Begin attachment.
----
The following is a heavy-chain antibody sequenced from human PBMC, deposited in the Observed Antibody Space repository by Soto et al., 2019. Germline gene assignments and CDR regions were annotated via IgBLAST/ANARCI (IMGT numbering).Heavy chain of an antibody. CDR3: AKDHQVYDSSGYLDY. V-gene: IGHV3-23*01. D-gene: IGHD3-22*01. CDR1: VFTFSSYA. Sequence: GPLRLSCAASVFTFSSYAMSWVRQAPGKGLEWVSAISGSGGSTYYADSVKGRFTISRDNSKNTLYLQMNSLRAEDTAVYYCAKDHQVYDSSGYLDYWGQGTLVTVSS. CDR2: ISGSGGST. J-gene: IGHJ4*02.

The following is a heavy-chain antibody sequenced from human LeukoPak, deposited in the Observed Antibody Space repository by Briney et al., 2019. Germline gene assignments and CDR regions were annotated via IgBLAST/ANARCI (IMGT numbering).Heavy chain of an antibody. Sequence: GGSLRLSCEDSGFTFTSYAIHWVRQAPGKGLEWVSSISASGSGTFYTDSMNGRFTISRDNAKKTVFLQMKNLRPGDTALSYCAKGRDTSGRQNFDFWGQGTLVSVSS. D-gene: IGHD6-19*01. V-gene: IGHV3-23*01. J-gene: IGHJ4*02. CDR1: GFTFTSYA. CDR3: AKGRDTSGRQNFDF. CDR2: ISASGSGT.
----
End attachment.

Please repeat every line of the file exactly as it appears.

The following is a heavy-chain antibody sequenced from human PBMC, deposited in the Observed Antibody Space repository by Soto et al., 2019. Germline gene assignments and CDR regions were annotated via IgBLAST/ANARCI (IMGT numbering).Heavy chain of an antibody. CDR3: AKDHQVYDSSGYLDY. V-gene: IGHV3-23*01. D-gene: IGHD3-22*01. CDR1: VFTFSSYA. Sequence: GPLRLSCAASVFTFSSYAMSWVRQAPGKGLEWVSAISGSGGSTYYADSVKGRFTISRDNSKNTLYLQMNSLRAEDTAVYYCAKDHQVYDSSGYLDYWGQGTLVTVSS. CDR2: ISGSGGST. J-gene: IGHJ4*02.

The following is a heavy-chain antibody sequenced from human LeukoPak, deposited in the Observed Antibody Space repository by Briney et al., 2019. Germline gene assignments and CDR regions were annotated via IgBLAST/ANARCI (IMGT numbering).Heavy chain of an antibody. Sequence: GGSLRLSCEDSGFTFTSYAIHWVRQAPGKGLEWVSSISASGSGTFYTDSMNGRFTISRDNAKKTVFLQMKNLRPGDTALSYCAKGRDTSGRQNFDFWGQGTLVSVSS. D-gene: IGHD6-19*01. V-gene: IGHV3-23*01. J-gene: IGHJ4*02. CDR1: GFTFTSYA. CDR3: AKGRDTSGRQNFDF. CDR2: ISASGSGT.